Korean American So Yong Kim explores the ghost world of teenage alienation with watchful, intelligent minimalism. Judged Best Film in the Sundance dramatic competition.
Screened as part of NZIFF 2006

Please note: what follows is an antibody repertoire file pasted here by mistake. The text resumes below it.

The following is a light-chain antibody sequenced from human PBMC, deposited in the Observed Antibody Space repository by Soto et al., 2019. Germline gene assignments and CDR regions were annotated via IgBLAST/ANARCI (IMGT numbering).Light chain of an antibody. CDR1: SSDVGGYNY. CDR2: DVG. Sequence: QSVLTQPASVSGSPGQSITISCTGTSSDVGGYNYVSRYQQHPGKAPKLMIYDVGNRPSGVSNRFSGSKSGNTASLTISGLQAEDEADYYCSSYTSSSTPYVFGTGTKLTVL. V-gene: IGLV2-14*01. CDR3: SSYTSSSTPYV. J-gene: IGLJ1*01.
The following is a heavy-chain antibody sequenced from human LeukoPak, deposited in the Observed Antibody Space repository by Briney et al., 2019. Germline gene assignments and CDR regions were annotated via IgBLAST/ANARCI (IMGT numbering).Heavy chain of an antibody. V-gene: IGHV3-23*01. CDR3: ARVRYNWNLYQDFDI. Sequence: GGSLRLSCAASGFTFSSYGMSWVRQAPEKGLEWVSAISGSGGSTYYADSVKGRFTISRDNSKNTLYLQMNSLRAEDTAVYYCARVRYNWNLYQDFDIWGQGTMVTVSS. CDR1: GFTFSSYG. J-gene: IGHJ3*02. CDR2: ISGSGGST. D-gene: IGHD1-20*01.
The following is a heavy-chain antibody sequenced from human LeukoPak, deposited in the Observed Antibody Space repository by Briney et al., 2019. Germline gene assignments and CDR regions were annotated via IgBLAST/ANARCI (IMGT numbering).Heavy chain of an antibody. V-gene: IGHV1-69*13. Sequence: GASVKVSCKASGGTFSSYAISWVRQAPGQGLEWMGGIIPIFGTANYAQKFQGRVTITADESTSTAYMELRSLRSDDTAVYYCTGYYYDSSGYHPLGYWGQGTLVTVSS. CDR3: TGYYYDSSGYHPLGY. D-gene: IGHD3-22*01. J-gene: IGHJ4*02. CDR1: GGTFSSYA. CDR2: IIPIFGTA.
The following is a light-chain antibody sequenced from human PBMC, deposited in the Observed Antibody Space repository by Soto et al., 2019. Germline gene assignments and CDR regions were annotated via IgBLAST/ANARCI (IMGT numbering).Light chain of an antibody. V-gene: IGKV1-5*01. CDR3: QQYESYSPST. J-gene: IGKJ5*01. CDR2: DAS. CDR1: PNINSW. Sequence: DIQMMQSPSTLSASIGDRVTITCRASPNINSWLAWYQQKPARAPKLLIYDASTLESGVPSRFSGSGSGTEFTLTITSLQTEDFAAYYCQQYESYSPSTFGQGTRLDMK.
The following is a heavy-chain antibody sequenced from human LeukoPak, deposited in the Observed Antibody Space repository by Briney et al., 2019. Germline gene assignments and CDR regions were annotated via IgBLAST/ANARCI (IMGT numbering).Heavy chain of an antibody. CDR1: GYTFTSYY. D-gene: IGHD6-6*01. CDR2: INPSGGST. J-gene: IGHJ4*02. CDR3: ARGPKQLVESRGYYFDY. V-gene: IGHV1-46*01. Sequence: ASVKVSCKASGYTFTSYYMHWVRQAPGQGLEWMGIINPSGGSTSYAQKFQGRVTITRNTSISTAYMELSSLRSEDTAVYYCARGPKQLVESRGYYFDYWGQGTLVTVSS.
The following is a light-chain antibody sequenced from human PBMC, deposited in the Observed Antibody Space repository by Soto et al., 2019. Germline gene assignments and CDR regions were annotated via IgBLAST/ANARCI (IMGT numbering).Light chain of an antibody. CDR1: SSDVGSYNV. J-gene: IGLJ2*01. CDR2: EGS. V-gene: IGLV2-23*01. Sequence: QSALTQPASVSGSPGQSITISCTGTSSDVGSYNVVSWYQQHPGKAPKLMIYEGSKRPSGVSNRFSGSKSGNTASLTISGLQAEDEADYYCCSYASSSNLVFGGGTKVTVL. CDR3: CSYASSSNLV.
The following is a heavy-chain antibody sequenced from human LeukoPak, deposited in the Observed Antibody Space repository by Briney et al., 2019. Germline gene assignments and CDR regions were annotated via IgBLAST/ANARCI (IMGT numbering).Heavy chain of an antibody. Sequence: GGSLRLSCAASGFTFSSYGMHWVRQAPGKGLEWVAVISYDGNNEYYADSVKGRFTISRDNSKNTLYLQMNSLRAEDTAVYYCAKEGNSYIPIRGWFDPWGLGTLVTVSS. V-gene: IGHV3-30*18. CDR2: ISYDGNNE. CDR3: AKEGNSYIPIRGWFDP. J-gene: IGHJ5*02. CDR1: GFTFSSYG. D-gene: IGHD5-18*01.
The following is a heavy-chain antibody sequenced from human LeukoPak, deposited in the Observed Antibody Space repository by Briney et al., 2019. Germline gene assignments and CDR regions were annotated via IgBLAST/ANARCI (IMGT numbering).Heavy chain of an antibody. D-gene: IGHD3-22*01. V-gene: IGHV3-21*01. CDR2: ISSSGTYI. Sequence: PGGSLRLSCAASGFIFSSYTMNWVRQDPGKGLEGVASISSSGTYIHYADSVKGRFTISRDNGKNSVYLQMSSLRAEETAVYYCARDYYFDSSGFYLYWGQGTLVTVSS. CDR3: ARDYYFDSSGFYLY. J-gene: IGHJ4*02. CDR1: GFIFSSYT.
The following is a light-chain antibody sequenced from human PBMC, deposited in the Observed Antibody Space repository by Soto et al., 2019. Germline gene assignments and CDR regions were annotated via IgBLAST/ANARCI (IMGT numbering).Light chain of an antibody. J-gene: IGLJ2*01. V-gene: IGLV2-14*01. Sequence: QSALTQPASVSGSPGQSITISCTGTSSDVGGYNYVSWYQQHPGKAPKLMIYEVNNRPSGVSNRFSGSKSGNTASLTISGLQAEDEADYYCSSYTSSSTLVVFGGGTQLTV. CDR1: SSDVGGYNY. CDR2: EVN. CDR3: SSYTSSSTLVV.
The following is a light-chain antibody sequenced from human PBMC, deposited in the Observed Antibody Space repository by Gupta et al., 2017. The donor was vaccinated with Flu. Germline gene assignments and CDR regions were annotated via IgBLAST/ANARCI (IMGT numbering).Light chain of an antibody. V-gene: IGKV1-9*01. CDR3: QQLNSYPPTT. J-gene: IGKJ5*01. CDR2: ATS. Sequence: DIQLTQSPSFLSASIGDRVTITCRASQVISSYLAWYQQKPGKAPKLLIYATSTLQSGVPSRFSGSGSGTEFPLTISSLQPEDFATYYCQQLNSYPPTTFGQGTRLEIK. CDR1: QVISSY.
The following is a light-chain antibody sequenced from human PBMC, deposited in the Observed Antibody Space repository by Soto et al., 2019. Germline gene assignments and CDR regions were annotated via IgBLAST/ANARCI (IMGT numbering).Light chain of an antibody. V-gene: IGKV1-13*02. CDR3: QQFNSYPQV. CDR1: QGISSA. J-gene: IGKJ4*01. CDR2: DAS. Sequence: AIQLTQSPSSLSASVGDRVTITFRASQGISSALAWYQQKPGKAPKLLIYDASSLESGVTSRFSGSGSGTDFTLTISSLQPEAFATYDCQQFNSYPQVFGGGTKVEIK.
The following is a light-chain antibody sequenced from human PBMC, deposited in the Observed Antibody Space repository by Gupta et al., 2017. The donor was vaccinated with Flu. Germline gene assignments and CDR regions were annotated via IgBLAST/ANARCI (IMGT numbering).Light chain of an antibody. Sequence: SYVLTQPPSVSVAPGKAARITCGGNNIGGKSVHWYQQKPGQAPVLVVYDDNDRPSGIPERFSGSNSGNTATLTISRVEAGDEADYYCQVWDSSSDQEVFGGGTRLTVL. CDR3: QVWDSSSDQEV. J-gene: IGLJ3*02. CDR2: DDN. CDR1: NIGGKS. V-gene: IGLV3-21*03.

“As the title suggests, the terrain of So Yong Kim’s In Between Days – the best film in the [Sundance] dramatic competition – is the ghost world of teenage alienation. The coming-of-age mopefest is a Sundance staple, but the first-time Korean American director’s watchful, intelligent minimalism modestly reanimates the genre. Recently arrived from Korea, Aimie (a wonderfully ingenuous performance by Ji-seon Kim) lives with her single mother in a bleak Toronto housing block, sending video diaries to the father who left them, unsure of how to handle a growing crush on her best friend... Painful, funny, unsentimental, perfectly measured in its ambiguities, it’s exemplary low-budget filmmaking, the rare DV movie with an assured visual style and a strong sense of place, moving between the claustrophobic sanctuary of a teenager’s pink bedroom and evocative in-between spaces like bus shelters and highway overpasses… Dismissed by Variety but praised by the NY Times, it won a ‘special’ prize for ‘independent vision’.” — Dennis Lim, Village Voice